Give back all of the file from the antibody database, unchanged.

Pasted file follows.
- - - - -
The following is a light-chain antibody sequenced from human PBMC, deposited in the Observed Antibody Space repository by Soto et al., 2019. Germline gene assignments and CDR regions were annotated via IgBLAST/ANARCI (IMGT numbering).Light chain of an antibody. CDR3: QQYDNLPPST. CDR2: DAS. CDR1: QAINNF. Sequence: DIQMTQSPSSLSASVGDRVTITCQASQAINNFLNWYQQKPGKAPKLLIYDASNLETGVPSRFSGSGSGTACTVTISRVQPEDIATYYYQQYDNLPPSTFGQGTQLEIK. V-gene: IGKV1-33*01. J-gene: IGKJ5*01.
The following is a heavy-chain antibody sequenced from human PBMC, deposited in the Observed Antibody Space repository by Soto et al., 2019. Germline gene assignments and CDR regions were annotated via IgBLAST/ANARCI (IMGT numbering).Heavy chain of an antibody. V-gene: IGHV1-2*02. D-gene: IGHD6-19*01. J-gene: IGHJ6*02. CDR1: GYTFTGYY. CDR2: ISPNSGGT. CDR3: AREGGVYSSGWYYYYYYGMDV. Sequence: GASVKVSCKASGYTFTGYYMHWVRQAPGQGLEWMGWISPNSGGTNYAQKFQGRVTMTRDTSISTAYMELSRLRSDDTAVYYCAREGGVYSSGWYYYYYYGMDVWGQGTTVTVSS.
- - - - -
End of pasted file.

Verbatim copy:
The following is a light-chain antibody sequenced from human PBMC, deposited in the Observed Antibody Space repository by Soto et al., 2019. Germline gene assignments and CDR regions were annotated via IgBLAST/ANARCI (IMGT numbering).Light chain of an antibody. CDR3: QQYDNLPPST. CDR2: DAS. CDR1: QAINNF. Sequence: DIQMTQSPSSLSASVGDRVTITCQASQAINNFLNWYQQKPGKAPKLLIYDASNLETGVPSRFSGSGSGTACTVTISRVQPEDIATYYYQQYDNLPPSTFGQGTQLEIK. V-gene: IGKV1-33*01. J-gene: IGKJ5*01.
The following is a heavy-chain antibody sequenced from human PBMC, deposited in the Observed Antibody Space repository by Soto et al., 2019. Germline gene assignments and CDR regions were annotated via IgBLAST/ANARCI (IMGT numbering).Heavy chain of an antibody. V-gene: IGHV1-2*02. D-gene: IGHD6-19*01. J-gene: IGHJ6*02. CDR1: GYTFTGYY. CDR2: ISPNSGGT. CDR3: AREGGVYSSGWYYYYYYGMDV. Sequence: GASVKVSCKASGYTFTGYYMHWVRQAPGQGLEWMGWISPNSGGTNYAQKFQGRVTMTRDTSISTAYMELSRLRSDDTAVYYCAREGGVYSSGWYYYYYYGMDVWGQGTTVTVSS.